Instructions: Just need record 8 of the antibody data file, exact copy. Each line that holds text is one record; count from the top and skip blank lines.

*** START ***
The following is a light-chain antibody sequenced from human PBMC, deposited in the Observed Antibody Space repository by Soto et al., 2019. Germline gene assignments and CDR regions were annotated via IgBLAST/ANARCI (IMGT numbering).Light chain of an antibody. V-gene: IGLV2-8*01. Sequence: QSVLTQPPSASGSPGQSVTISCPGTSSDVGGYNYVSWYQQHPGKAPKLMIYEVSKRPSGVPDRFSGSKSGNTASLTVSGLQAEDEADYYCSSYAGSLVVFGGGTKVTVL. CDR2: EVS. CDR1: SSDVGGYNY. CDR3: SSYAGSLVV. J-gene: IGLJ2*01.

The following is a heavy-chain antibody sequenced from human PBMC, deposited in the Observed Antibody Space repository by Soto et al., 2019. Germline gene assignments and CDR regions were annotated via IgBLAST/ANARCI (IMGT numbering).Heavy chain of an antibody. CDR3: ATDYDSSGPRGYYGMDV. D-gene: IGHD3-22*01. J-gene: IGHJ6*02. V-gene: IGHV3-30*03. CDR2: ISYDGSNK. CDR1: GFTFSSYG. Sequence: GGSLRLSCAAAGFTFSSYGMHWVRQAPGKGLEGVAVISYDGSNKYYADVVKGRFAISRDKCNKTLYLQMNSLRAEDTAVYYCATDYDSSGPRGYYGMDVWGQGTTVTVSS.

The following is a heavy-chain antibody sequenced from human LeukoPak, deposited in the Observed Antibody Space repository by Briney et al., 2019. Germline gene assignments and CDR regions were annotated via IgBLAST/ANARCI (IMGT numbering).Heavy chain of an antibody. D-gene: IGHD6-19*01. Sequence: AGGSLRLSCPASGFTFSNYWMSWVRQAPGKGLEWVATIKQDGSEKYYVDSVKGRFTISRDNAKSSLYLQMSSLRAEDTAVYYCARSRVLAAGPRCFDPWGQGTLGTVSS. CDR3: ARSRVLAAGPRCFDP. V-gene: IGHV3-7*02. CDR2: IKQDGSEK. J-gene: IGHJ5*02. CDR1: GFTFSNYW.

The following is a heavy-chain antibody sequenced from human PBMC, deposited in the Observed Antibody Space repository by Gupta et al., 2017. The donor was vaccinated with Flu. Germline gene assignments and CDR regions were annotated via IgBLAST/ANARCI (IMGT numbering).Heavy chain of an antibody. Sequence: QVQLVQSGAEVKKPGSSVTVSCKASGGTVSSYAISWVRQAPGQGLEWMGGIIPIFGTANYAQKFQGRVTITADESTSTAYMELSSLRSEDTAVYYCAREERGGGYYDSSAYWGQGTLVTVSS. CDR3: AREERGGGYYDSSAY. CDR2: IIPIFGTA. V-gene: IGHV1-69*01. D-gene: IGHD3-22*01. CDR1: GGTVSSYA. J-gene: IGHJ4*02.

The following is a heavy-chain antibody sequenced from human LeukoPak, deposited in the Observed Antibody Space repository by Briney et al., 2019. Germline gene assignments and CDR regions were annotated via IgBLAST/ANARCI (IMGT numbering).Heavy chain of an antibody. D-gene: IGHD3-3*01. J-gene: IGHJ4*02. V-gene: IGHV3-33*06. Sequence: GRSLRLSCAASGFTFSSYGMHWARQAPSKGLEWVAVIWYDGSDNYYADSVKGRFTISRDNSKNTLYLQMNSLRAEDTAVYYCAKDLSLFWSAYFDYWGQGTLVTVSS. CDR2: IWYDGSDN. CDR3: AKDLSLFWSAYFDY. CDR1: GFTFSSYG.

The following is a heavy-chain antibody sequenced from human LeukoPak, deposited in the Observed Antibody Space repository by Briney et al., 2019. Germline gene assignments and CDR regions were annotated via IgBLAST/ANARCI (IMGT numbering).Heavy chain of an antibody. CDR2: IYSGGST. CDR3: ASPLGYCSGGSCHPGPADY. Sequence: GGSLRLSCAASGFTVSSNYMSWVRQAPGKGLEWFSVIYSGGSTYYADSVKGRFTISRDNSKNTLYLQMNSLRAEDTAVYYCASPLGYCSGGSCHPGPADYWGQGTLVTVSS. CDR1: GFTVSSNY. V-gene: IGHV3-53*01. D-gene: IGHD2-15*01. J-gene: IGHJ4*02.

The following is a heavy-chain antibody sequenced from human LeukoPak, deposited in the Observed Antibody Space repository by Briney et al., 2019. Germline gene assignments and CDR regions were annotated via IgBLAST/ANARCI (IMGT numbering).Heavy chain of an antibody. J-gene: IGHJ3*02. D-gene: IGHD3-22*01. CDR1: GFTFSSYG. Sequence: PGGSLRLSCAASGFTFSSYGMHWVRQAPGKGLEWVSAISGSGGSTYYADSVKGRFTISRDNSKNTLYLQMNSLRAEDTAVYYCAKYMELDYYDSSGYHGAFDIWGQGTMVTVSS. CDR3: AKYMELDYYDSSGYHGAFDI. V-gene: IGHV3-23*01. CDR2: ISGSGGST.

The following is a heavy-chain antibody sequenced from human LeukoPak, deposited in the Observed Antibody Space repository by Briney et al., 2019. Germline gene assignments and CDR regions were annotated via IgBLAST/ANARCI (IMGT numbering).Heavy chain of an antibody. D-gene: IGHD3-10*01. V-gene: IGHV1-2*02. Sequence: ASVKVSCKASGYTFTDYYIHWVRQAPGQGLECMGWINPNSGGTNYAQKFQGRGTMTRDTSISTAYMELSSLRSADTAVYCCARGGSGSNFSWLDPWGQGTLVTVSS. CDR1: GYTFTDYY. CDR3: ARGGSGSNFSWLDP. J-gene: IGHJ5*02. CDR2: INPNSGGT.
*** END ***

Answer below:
The following is a heavy-chain antibody sequenced from human LeukoPak, deposited in the Observed Antibody Space repository by Briney et al., 2019. Germline gene assignments and CDR regions were annotated via IgBLAST/ANARCI (IMGT numbering).Heavy chain of an antibody. D-gene: IGHD3-10*01. V-gene: IGHV1-2*02. Sequence: ASVKVSCKASGYTFTDYYIHWVRQAPGQGLECMGWINPNSGGTNYAQKFQGRGTMTRDTSISTAYMELSSLRSADTAVYCCARGGSGSNFSWLDPWGQGTLVTVSS. CDR1: GYTFTDYY. CDR3: ARGGSGSNFSWLDP. J-gene: IGHJ5*02. CDR2: INPNSGGT.